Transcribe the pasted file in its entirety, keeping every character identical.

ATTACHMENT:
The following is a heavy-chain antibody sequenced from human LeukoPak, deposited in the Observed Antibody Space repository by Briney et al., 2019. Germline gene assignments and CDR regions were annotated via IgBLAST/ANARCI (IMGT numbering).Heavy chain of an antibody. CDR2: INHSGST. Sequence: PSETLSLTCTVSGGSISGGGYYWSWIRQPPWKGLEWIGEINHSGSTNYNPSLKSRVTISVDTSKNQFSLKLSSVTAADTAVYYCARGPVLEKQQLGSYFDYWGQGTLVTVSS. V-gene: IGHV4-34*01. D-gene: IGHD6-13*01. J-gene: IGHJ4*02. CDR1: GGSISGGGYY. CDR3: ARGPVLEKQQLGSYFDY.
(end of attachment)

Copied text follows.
The following is a heavy-chain antibody sequenced from human LeukoPak, deposited in the Observed Antibody Space repository by Briney et al., 2019. Germline gene assignments and CDR regions were annotated via IgBLAST/ANARCI (IMGT numbering).Heavy chain of an antibody. CDR2: INHSGST. Sequence: PSETLSLTCTVSGGSISGGGYYWSWIRQPPWKGLEWIGEINHSGSTNYNPSLKSRVTISVDTSKNQFSLKLSSVTAADTAVYYCARGPVLEKQQLGSYFDYWGQGTLVTVSS. V-gene: IGHV4-34*01. D-gene: IGHD6-13*01. J-gene: IGHJ4*02. CDR1: GGSISGGGYY. CDR3: ARGPVLEKQQLGSYFDY.